Working Group I: The Scientific Basis

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8.7.6 Pacific-North American (PNA) and Western Pacific (WP) Patterns

The Pacific-North American (PNA) and Western Pacific (WP) patterns are low-frequency teleconnection patterns (Wallace and Gutzler, 1981). Observations show that the PNA and WP are sensitive to the frequency distribution of the SST anomalies associated with ENSO. The HadAM3 model correctly reproduces the changes in frequency distribution of the PNA pattern between the El Niño years and the La Niña years (Renshaw et al., 1998). However, this model fails to reproduce the WP mode distribution. On the other hand, the JMA atmospheric model showed an ability to simulate the WP with reasonable intensity, responding to SST anomalies (Kobayashi et al., 2000). How extra-tropical air-sea interactions affect such weather regimes is not yet clear and an evaluation of the ability of coupled climate models to simulate these modes is yet to be undertaken.

8.7.7 Blocking

Blocking affects the large-scale flow and storm tracks and thus is important for mid-latitude climate. D’Andrea et al. (1998) evaluated the statistical behaviour of fifteen AMIP AGCMs in simulating Northern Hemisphere mid-latitude blocking. The AMIP models simulate reasonably well the seasonality and geographical location of blocking, but have a general tendency to underestimate both blocking frequency and the average duration of blocks. Using the ECMWF model, Brankovic and Molteni (1997) obtained a more realistic representation of Pacific blocking. This was due to reduced systematic error of zonal flow over the north-eastern Pacific. However, model deficiencies still remain in the Atlantic region. A link between the mean flow error in a model and blocking was also shown by Stratton (1999). In general, more recent atmospheric models show an improvement in ability to reproduce atmospheric blocking, but a corresponding evaluation of coupled climate models has not yet been undertaken.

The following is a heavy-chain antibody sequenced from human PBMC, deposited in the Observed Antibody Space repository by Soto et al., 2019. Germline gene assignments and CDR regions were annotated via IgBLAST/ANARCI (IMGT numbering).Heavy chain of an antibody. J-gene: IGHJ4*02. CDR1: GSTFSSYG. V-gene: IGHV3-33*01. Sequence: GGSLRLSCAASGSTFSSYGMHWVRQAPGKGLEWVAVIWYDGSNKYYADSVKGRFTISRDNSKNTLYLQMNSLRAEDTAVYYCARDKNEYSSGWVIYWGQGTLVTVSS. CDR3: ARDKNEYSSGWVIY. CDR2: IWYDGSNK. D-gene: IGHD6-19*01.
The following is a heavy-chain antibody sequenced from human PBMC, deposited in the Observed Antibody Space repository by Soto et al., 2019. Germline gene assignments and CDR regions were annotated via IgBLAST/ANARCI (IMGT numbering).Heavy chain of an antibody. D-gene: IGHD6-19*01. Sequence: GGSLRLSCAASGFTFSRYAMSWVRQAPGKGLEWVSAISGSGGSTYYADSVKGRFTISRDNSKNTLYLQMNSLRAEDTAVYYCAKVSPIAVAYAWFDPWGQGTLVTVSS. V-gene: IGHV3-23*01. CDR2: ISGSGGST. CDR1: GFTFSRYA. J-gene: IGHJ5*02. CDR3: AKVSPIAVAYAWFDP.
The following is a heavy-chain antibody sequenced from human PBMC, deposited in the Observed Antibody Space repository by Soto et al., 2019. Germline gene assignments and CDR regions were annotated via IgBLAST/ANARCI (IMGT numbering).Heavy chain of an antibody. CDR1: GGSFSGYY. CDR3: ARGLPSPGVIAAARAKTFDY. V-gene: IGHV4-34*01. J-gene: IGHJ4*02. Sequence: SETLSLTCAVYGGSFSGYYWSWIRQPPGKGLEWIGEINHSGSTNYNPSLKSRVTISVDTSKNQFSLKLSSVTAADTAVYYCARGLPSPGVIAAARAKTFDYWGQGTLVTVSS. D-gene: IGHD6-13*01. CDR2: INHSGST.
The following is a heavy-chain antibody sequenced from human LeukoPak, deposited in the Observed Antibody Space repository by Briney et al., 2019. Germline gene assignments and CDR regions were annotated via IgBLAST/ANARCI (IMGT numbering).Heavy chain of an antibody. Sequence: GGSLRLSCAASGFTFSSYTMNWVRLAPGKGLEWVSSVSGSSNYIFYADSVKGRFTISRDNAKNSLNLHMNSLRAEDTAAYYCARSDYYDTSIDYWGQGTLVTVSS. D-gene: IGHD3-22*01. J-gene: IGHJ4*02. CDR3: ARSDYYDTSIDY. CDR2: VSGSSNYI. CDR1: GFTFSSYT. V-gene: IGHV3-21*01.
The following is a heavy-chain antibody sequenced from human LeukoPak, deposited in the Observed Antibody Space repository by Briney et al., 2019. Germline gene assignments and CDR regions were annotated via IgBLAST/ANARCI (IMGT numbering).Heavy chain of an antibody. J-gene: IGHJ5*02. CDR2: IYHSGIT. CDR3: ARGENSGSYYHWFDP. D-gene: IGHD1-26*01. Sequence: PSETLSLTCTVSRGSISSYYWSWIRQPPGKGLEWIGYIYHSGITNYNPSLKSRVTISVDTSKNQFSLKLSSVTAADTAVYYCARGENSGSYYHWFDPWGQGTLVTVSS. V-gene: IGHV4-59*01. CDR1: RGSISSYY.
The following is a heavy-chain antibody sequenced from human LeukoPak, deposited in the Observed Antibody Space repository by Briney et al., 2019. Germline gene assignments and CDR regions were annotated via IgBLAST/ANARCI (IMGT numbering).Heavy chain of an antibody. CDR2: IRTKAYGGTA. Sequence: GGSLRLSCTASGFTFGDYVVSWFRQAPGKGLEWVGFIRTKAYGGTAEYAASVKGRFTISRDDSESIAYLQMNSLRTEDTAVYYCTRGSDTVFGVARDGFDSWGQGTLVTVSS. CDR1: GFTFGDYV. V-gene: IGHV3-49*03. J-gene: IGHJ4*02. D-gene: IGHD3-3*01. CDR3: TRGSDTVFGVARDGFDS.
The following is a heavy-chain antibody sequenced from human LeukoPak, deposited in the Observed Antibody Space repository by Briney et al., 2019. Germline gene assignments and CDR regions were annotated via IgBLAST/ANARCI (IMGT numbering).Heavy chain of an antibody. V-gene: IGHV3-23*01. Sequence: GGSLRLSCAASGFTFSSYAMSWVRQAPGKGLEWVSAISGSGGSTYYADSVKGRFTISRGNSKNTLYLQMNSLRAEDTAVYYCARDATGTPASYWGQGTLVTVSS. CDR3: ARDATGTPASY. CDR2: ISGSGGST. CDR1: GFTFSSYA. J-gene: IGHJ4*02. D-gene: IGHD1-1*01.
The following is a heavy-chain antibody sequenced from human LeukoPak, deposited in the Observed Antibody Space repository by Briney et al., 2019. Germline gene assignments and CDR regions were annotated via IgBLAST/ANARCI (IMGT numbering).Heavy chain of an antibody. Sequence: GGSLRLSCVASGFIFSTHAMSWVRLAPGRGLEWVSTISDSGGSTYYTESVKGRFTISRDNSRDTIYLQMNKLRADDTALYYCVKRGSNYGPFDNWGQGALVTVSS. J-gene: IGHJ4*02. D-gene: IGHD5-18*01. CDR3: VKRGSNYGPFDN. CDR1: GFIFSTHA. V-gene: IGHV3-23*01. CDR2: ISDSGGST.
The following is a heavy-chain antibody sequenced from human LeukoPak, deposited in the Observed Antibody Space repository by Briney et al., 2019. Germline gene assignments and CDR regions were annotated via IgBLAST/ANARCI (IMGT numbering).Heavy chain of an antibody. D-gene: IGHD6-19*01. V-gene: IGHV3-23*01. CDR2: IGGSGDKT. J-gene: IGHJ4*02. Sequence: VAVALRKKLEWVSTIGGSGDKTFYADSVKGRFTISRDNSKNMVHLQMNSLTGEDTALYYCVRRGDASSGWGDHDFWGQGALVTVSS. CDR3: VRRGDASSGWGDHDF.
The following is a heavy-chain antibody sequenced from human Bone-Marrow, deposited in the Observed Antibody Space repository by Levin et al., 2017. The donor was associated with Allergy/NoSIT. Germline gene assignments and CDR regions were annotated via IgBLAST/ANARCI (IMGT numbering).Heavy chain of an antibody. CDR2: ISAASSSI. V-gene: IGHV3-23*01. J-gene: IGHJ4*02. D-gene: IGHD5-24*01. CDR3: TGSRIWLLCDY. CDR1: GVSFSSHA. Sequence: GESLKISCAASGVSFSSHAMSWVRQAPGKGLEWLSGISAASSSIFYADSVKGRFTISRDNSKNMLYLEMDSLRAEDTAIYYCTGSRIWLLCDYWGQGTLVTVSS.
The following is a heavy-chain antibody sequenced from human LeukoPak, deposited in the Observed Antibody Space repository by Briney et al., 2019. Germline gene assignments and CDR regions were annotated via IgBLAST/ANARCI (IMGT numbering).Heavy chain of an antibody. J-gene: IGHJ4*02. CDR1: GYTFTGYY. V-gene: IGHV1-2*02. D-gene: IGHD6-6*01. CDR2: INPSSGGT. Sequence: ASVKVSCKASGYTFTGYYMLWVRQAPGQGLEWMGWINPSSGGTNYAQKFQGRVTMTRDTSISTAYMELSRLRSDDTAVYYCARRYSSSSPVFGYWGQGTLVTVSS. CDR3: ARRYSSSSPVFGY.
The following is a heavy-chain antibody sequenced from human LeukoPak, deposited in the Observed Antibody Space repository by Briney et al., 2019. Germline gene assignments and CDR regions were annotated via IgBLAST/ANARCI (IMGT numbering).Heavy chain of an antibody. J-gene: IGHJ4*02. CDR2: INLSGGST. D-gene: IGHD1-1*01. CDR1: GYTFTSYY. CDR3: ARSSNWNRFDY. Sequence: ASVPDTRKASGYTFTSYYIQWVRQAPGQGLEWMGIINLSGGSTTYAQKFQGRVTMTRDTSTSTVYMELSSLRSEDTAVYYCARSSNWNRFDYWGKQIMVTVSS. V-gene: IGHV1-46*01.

8.7.8 Summary

Recent atmospheric models show improved performance in simulating many of the important phenomena, compared with those at the time of the SAR, by using better physical parametrizations and using higher resolutions both in the horizontal and in the vertical domain. A systematic evaluation of the ability of coupled climate models to simulate a full range of the phenomena referred in this section is yet to be undertaken. However, an intercomparison of El Niño simulations, one of the most important phenomena, has revealed the ability of coupled climate models to simulate the El Niño-like SST variability in the tropical Pacific and its associated changes in precipitation in the tropical monsoon regions, although the region of maximum SST variability is displaced further westward than in the observations.

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